[thelist] Link security and performance

Bill Moseley moseley at hank.org
Thu Feb 4 09:17:44 CST 2010

Ready for my pre-coffee ramblings?

I have not had much time (or luck) reverse-engineering Gmail, but I have
often wondered about their links.  Selecting a message and deleting it seems
to send somewhat abstract IDs back in the AJAX post.  So, I was wondering if
those links contain just the message ID or if they also include access and
ownership.  How does Gmail prevent me from modifying that request and
deleting another message I don't own, for example?

I'm not so interested in Gmail details, but of building links with security

I often have the situation where I send a list of objects the user owns or
has control over back to the client.  Then in another request the user may
ask to delete one of those things.  In some applications it may be very
expensive (slow) to check all the permissions and ownership on the object
that is requested to be deleted.  Plus, when that object was provided to the
user in the first place all those checks were already done.

I've done something similar in the past.  For example, I have a page that is
very expensive to generate but has lots of links to do small actions.  When
the request come in for those small actions I need to make sure that it's a
valid action for that specific page w/o having to do the expensive part of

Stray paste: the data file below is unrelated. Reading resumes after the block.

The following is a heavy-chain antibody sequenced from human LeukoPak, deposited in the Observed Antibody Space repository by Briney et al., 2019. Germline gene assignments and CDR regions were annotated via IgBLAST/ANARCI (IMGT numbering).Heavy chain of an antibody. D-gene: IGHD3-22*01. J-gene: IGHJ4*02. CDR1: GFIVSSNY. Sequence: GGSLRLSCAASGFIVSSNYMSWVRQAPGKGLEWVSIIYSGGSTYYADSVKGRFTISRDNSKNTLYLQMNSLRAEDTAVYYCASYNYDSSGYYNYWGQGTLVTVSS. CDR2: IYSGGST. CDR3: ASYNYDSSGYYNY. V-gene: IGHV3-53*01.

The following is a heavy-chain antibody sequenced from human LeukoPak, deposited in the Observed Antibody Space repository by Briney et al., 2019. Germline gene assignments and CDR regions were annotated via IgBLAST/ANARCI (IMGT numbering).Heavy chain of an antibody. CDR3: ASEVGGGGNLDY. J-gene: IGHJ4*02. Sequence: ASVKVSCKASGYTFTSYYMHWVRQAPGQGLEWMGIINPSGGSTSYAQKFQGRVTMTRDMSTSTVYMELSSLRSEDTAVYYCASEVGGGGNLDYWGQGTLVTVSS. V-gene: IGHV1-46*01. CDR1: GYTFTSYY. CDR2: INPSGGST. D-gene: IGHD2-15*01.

basically rebuilding the page to know what links are available.

In that case I built normal links (with query parameters) but also included
a hash of the parameters along with their session ID and a secret.  That way
when I receive the request I can validate that it's not been tampered with
and it is a valid link created for the specific page.

But, back to Gmail, if Gmail is doing something similar it doesn't look like
a hash of the parameters but more like they are using IDs that describe more
than just the ID of the email message.

Do I have a question?  Well, yes.  Kind of.

I'm now building out a much more complex application that's all about
managing "objects" -- where each object has ownership and permissions.  It's
mostly CRUD so what I'm thinking is a system where I don't pass object IDs
between the client and server but a more complex "ID" that when I get a
request to delete the object I know right away that the user can do that
action just by looking at this "ID" in the passed-in request.  The hope is
that I can simplify my model code (specifically the complex database read
and joins) and make the AJAX updates much simpler.

Anyone done something like this?  I guess what it boils down to is a system
to convert my primary keys into a tamper-proof ID that carries permissions
and ownership -- or maybe carries the key, the sesssion, and permissions.

Yes, there's some problems with this -- e.g. if permissions change on an
object and the user tries to use an old link.

Bill Moseley
moseley at hank.org

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